Nottingham Resident Diala Isid Talks Us About the Current Situation in Palestine and How She Started a Palestinian Running Campaign

Words: Diala Isid
Illustrations: Zarina Teli
Tuesday 23 April 2024
reading time: min, words

Marhaba! I’m Diala Isid and I’ve been living here in Nottingham for around four years. I moved from Palestine to do my masters at the University of Nottingham and then found a job at a Renewable Energy Company in Beeston called EvoEnergy. I decided to make Nottingham my second home because it felt like one!

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It is extremely painful for all Palestinians to see what is happening in Gaza right now. Only those in Gaza can truly know the horrors that are unfolding, but everyone around the world must know that this most recent war did not begin on 7 October. For Palestinians it is the culmination of 75 years of occupation and displacement.

I come from Beit Sahour, a town nestled in the steep hills of Bethlehem. You may know Bethlehem as the birthplace of Jesus, but to me it’s home. It’s where I went to school, where all of my family live and where I eat the most delicious Palestinian food. Bethlehem is in the West Bank, and like any other Palestinian city it has been profoundly affected by Israel’s occupation of Palestinian land. Surrounded and suffocated by a wall built by Israel, with checkpoints and daily military raids all creating a system of separation and oppression.

Faced with this daily reality, in 2013 together with other Palestinians and with the help of some Danish volunteers, we set out to show people around the world our daily life in the West Bank from a completely different perspective. We founded the Palestine Marathon: a 42.195 KM route that starts and ends at the Nativity Church in Bethlehem. But this is a marathon like no other. To run a full marathon in Bethlehem, runners must run the same road four times, running next to the wall and through two refugee camps. The reason for this is due to a lack of freedom of movement that is caused by the West Bank being occupied by Israel where land is segregated into areas with different juridical control, checkpoints existing between Palestinian cities, illegal Israeli settlements spreading through the west bank and the existence of the wall. The Israeli Occupation restricts and limits where and how much Palestinians can move. So, our marathon aims to highlight this and draw attention to Article 13 of the Universal Declaration of Human Rights, that everyone has the right to freedom of movement within one’s own country.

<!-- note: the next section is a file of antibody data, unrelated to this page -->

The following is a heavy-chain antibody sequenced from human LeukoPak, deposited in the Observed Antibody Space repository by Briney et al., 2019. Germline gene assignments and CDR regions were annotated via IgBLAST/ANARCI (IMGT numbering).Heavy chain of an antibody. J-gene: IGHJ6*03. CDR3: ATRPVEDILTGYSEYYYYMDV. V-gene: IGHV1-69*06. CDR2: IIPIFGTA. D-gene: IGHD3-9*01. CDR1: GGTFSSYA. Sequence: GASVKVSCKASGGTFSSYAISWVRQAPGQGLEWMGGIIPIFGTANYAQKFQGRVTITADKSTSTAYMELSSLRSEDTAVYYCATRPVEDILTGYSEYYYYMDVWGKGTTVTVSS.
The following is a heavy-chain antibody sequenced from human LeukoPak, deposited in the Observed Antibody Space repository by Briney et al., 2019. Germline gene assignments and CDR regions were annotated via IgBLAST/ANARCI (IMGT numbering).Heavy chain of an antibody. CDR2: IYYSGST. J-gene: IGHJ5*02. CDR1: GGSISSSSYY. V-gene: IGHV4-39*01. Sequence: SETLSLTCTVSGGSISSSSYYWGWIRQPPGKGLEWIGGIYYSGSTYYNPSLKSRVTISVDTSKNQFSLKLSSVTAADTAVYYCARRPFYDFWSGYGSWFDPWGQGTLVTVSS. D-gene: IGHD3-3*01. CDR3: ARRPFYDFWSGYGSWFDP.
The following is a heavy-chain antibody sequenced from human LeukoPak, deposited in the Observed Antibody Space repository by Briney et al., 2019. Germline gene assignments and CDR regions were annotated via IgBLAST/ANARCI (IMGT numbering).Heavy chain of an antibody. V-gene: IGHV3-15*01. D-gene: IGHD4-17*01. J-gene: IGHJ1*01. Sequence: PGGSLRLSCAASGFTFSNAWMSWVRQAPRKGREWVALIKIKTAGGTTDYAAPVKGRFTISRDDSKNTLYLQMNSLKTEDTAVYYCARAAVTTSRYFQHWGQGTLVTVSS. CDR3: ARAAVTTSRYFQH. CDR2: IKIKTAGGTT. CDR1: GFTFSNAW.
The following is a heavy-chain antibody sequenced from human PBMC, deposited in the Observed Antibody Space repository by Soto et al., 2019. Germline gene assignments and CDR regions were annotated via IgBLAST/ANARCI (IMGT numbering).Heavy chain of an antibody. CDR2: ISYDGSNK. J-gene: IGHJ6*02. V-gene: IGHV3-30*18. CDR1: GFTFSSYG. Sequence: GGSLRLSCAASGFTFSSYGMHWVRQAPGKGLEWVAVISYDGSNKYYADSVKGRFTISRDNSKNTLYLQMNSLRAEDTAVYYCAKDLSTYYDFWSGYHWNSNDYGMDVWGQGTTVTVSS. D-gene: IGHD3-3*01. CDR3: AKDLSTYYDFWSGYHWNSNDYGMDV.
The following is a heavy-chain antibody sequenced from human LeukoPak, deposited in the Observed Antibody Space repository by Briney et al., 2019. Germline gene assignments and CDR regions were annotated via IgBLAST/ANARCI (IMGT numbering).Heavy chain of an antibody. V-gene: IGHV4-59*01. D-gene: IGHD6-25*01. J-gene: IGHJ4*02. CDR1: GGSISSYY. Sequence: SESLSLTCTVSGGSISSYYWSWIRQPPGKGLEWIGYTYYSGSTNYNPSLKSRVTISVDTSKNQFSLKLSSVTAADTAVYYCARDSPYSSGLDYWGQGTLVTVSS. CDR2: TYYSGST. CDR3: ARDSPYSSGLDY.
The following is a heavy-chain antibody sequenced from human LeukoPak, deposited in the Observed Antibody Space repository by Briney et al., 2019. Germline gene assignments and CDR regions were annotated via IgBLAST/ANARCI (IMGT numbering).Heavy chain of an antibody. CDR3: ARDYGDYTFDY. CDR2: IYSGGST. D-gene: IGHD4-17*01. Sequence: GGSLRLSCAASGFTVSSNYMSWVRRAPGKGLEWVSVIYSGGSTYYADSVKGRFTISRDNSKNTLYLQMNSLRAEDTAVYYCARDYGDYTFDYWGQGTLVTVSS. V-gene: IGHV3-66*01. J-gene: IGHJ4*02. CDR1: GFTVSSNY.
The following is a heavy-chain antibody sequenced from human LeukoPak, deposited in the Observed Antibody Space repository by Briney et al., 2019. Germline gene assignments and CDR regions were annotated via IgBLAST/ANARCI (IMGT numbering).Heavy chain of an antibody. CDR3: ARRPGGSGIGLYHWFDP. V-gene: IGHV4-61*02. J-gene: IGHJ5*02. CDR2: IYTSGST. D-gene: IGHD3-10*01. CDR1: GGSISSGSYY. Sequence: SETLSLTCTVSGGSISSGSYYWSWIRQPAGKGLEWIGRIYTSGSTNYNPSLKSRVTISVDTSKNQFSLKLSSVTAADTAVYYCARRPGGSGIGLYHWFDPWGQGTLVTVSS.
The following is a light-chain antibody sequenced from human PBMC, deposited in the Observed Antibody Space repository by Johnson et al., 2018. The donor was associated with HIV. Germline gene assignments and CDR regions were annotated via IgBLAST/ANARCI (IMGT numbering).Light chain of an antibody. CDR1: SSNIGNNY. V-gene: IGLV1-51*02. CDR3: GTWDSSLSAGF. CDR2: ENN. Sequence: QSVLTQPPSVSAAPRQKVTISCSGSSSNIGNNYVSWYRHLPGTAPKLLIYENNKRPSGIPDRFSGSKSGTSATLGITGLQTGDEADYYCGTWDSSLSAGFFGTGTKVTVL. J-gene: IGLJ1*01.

We started the first ever running group in Bethlehem under the name Right to Movement (RTM) with the slogan ‘We Run to Tell a Different Story’. This was partly to raise awareness and to help to get local people’s support for the marathon, but it was also to give us an opportunity to meet new people and train together for the race. The subsequent growth of our running communities was very organic. I moved to Ramallah, a city to the north of Bethlehem and I started another RTM running community there. After this we grew quickly, making new connections with Palestinian runners throughout historic Palestine and we managed to grow to nine communities during the best times. Right now, there are four active groups in Bethlehem, Ramallah, Haifa and Jerusalem.

Our goals and aims are simple: we are a social running group using sports as a tool to promote the basic human right to freedom of movement that we have lacked for the past 75 years. We are strong advocates for women’s rights and are always ensuring that young Palestinian women can take leadership roles in our communities. But what we’ve come to achieve over the past eleven years is an unexpectedly large network of Palestinians, all sharing the same struggle in their different cities, all eager to be part of a positive community wanting to change the narrative and most importantly all happy to speak up about life under occupation and inspire others to do the same.